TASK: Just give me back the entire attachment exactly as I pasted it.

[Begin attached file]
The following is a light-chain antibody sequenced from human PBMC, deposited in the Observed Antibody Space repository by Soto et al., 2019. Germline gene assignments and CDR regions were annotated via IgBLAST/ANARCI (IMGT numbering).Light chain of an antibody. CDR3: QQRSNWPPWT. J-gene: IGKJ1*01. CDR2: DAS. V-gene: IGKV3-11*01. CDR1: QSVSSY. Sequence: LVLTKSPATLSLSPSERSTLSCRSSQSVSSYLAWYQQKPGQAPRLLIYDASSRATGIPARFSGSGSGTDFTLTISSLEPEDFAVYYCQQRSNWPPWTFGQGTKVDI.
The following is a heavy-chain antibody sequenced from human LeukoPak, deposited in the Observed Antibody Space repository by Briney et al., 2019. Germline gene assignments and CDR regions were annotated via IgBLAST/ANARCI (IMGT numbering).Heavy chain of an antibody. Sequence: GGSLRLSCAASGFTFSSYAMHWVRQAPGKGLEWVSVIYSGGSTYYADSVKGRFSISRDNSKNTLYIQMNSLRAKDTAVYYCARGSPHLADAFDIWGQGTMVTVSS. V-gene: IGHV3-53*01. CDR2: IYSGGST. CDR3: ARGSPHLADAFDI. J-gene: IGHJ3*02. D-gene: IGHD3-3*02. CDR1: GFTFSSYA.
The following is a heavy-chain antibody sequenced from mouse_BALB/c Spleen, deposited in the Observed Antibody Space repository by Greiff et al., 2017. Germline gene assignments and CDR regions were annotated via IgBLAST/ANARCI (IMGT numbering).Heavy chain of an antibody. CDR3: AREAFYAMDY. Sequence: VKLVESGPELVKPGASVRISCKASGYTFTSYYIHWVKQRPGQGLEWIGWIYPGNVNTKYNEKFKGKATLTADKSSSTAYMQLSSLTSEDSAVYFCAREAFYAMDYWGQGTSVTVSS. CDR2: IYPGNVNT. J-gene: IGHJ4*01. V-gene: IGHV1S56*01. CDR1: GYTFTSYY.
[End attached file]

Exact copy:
The following is a light-chain antibody sequenced from human PBMC, deposited in the Observed Antibody Space repository by Soto et al., 2019. Germline gene assignments and CDR regions were annotated via IgBLAST/ANARCI (IMGT numbering).Light chain of an antibody. CDR3: QQRSNWPPWT. J-gene: IGKJ1*01. CDR2: DAS. V-gene: IGKV3-11*01. CDR1: QSVSSY. Sequence: LVLTKSPATLSLSPSERSTLSCRSSQSVSSYLAWYQQKPGQAPRLLIYDASSRATGIPARFSGSGSGTDFTLTISSLEPEDFAVYYCQQRSNWPPWTFGQGTKVDI.
The following is a heavy-chain antibody sequenced from human LeukoPak, deposited in the Observed Antibody Space repository by Briney et al., 2019. Germline gene assignments and CDR regions were annotated via IgBLAST/ANARCI (IMGT numbering).Heavy chain of an antibody. Sequence: GGSLRLSCAASGFTFSSYAMHWVRQAPGKGLEWVSVIYSGGSTYYADSVKGRFSISRDNSKNTLYIQMNSLRAKDTAVYYCARGSPHLADAFDIWGQGTMVTVSS. V-gene: IGHV3-53*01. CDR2: IYSGGST. CDR3: ARGSPHLADAFDI. J-gene: IGHJ3*02. D-gene: IGHD3-3*02. CDR1: GFTFSSYA.
The following is a heavy-chain antibody sequenced from mouse_BALB/c Spleen, deposited in the Observed Antibody Space repository by Greiff et al., 2017. Germline gene assignments and CDR regions were annotated via IgBLAST/ANARCI (IMGT numbering).Heavy chain of an antibody. CDR3: AREAFYAMDY. Sequence: VKLVESGPELVKPGASVRISCKASGYTFTSYYIHWVKQRPGQGLEWIGWIYPGNVNTKYNEKFKGKATLTADKSSSTAYMQLSSLTSEDSAVYFCAREAFYAMDYWGQGTSVTVSS. CDR2: IYPGNVNT. J-gene: IGHJ4*01. V-gene: IGHV1S56*01. CDR1: GYTFTSYY.